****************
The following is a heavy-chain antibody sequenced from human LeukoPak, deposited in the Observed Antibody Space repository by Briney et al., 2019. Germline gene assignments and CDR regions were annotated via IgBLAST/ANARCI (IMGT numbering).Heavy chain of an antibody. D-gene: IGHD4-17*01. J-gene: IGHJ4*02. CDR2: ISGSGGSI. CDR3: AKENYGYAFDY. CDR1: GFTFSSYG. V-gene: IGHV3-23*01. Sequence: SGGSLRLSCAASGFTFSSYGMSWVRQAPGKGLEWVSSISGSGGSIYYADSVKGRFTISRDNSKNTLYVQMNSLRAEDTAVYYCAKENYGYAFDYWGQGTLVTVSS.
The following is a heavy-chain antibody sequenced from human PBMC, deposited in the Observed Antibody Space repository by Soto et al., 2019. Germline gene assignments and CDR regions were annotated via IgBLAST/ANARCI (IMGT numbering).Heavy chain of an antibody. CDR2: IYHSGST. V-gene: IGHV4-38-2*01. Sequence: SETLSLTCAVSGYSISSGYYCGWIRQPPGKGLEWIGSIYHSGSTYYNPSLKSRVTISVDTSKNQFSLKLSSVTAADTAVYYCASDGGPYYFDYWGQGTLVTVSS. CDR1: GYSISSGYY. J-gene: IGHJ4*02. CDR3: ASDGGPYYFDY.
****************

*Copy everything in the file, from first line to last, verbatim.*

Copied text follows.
The following is a heavy-chain antibody sequenced from human LeukoPak, deposited in the Observed Antibody Space repository by Briney et al., 2019. Germline gene assignments and CDR regions were annotated via IgBLAST/ANARCI (IMGT numbering).Heavy chain of an antibody. D-gene: IGHD4-17*01. J-gene: IGHJ4*02. CDR2: ISGSGGSI. CDR3: AKENYGYAFDY. CDR1: GFTFSSYG. V-gene: IGHV3-23*01. Sequence: SGGSLRLSCAASGFTFSSYGMSWVRQAPGKGLEWVSSISGSGGSIYYADSVKGRFTISRDNSKNTLYVQMNSLRAEDTAVYYCAKENYGYAFDYWGQGTLVTVSS.
The following is a heavy-chain antibody sequenced from human PBMC, deposited in the Observed Antibody Space repository by Soto et al., 2019. Germline gene assignments and CDR regions were annotated via IgBLAST/ANARCI (IMGT numbering).Heavy chain of an antibody. CDR2: IYHSGST. V-gene: IGHV4-38-2*01. Sequence: SETLSLTCAVSGYSISSGYYCGWIRQPPGKGLEWIGSIYHSGSTYYNPSLKSRVTISVDTSKNQFSLKLSSVTAADTAVYYCASDGGPYYFDYWGQGTLVTVSS. CDR1: GYSISSGYY. J-gene: IGHJ4*02. CDR3: ASDGGPYYFDY.